FYI from the NHLBI Index

May 2006: Vol. 7, Issue 1
In the News

News from Capitol Hill

Capitol Dome

On February 1, the President proclaimed February 2006 as “American Heart Month.” In keeping with a heart-health theme, the House and Senate passed H.Res. 629 and S.Con.Res. 69 to acknowledge February 14, 2006, as a Day of Hearts: Congenital Heart Defect Day.

Acquired heart diseases also received attention with the introduction of S. 2278 and H.R. 4747, the Heart Disease Education, Analysis, and Research, and Treatment (HEART) for Women Act. The bills would expand screening programs for low-income women at risk for cardiovascular diseases and require that data submitted to the FDA as part of the approval process for devices, biologic products, or drugs be analyzed and reported by gender, race, and ethnicity.


Several resolutions pertaining to health observances in May 2006 have been introduced, including: H.Res. 693, a resolution to recognize May 7 as Childhood Stroke Awareness Day; H.Res. 696, introduced in support of National Physical Education and Sports Week (May 1-7) and National Physical Education and Sports Month; and H.Con.Res. 357, introduced to endorse National Cystic Fibrosis Awareness Month.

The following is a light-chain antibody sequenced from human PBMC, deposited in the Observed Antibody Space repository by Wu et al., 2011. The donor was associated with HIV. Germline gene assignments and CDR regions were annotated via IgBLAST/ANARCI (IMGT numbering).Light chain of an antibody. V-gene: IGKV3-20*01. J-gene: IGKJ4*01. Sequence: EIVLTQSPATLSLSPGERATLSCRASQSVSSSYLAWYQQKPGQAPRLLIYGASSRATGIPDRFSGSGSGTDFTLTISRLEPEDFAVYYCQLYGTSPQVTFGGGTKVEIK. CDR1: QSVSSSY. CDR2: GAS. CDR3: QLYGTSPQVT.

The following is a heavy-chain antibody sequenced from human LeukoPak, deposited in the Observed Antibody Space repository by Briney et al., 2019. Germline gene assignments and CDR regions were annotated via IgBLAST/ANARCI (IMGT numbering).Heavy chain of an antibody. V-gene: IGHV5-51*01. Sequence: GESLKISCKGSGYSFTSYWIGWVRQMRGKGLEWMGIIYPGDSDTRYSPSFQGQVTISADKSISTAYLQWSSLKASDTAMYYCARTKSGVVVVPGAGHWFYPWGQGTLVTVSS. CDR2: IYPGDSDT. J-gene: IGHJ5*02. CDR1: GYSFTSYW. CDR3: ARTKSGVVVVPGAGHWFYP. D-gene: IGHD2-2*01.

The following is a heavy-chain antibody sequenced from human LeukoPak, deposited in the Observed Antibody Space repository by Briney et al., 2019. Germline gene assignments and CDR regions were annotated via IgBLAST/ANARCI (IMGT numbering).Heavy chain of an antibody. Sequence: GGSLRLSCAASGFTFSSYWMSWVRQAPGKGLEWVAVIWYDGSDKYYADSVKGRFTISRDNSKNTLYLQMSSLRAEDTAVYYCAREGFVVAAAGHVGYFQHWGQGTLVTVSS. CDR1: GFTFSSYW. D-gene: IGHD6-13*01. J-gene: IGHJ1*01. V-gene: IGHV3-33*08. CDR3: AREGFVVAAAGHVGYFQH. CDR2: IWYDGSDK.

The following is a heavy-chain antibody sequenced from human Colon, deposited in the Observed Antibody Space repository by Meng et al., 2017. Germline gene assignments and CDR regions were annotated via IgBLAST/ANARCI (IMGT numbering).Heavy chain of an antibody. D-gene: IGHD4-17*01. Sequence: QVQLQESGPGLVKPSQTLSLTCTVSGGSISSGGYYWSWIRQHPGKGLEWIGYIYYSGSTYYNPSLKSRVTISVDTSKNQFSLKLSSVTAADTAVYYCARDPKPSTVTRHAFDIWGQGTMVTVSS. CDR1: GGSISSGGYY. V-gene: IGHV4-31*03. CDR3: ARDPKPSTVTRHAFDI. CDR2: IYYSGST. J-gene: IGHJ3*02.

Other resolutions introduced this year include H.Res. 716, to support establishment of a National Blood Reserve and S.Res. 423, a resolution passed by the Senate to designate April 8, 2006 as National Cushing's Syndrome Awareness Day.

Modified 6/20/06
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Recent Advances from the NHLBI

Treatment Shows Long-term Benefits for Cystic Fibrosis (CF) Patients

New research suggests that inhaling hypertonic saline, a water-based concentrated salt solution, could provide long-term benefits for lung health in patients with CF—a chronic, progressive, and frequently fatal genetic disease that affects about 30,000 children and young adults in the United States. In a study funded by the NHLBI and the Cystic Fibrosis Foundation, researchers tested the effects of inhaling the saline four times daily for 14 days in 24 adolescent and older patients with CF. The treatment significantly improved mucus clearance and lung function and reduced breathing symptoms.

Investigators believe that the treatment increases mucus volume, which helps the airways to clear bacteria and inhaled debris and could limit the number and severity of lung infections. Repeated infections are thought to contribute to lung damage over time. The study results offer potential for a new and inexpensive treatment of CF and could be particularly important if future research shows that the treatment similarly benefits infants and young children and could ultimately prevent or delay lung damage.

Modified 6/20/06
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